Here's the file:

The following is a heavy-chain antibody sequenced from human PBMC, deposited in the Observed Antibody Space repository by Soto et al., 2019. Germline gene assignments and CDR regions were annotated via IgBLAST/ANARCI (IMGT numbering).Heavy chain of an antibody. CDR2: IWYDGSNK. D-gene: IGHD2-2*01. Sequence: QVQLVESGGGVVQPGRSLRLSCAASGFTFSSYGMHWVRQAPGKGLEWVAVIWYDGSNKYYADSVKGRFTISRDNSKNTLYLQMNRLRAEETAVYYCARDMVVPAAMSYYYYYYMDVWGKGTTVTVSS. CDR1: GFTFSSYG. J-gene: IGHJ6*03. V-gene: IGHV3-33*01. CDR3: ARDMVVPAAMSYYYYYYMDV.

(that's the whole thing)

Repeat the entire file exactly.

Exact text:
The following is a heavy-chain antibody sequenced from human PBMC, deposited in the Observed Antibody Space repository by Soto et al., 2019. Germline gene assignments and CDR regions were annotated via IgBLAST/ANARCI (IMGT numbering).Heavy chain of an antibody. CDR2: IWYDGSNK. D-gene: IGHD2-2*01. Sequence: QVQLVESGGGVVQPGRSLRLSCAASGFTFSSYGMHWVRQAPGKGLEWVAVIWYDGSNKYYADSVKGRFTISRDNSKNTLYLQMNRLRAEETAVYYCARDMVVPAAMSYYYYYYMDVWGKGTTVTVSS. CDR1: GFTFSSYG. J-gene: IGHJ6*03. V-gene: IGHV3-33*01. CDR3: ARDMVVPAAMSYYYYYYMDV.